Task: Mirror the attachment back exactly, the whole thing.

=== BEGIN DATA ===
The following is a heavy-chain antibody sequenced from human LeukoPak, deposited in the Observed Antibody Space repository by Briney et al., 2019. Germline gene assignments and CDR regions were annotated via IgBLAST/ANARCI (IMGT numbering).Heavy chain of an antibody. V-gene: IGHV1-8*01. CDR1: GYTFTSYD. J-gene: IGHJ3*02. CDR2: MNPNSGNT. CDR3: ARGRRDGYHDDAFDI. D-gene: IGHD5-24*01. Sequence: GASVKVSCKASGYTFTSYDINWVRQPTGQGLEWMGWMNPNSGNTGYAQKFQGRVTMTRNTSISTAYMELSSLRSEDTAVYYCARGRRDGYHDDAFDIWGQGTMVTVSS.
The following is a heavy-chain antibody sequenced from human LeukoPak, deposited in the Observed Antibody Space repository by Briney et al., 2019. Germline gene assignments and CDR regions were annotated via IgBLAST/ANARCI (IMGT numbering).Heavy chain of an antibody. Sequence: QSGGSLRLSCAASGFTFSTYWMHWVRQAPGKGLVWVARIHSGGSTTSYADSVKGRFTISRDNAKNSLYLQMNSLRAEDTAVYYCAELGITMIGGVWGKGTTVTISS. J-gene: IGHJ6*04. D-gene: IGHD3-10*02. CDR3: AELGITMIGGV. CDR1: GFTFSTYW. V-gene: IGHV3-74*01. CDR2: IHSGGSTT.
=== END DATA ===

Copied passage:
The following is a heavy-chain antibody sequenced from human LeukoPak, deposited in the Observed Antibody Space repository by Briney et al., 2019. Germline gene assignments and CDR regions were annotated via IgBLAST/ANARCI (IMGT numbering).Heavy chain of an antibody. V-gene: IGHV1-8*01. CDR1: GYTFTSYD. J-gene: IGHJ3*02. CDR2: MNPNSGNT. CDR3: ARGRRDGYHDDAFDI. D-gene: IGHD5-24*01. Sequence: GASVKVSCKASGYTFTSYDINWVRQPTGQGLEWMGWMNPNSGNTGYAQKFQGRVTMTRNTSISTAYMELSSLRSEDTAVYYCARGRRDGYHDDAFDIWGQGTMVTVSS.
The following is a heavy-chain antibody sequenced from human LeukoPak, deposited in the Observed Antibody Space repository by Briney et al., 2019. Germline gene assignments and CDR regions were annotated via IgBLAST/ANARCI (IMGT numbering).Heavy chain of an antibody. Sequence: QSGGSLRLSCAASGFTFSTYWMHWVRQAPGKGLVWVARIHSGGSTTSYADSVKGRFTISRDNAKNSLYLQMNSLRAEDTAVYYCAELGITMIGGVWGKGTTVTISS. J-gene: IGHJ6*04. D-gene: IGHD3-10*02. CDR3: AELGITMIGGV. CDR1: GFTFSTYW. V-gene: IGHV3-74*01. CDR2: IHSGGSTT.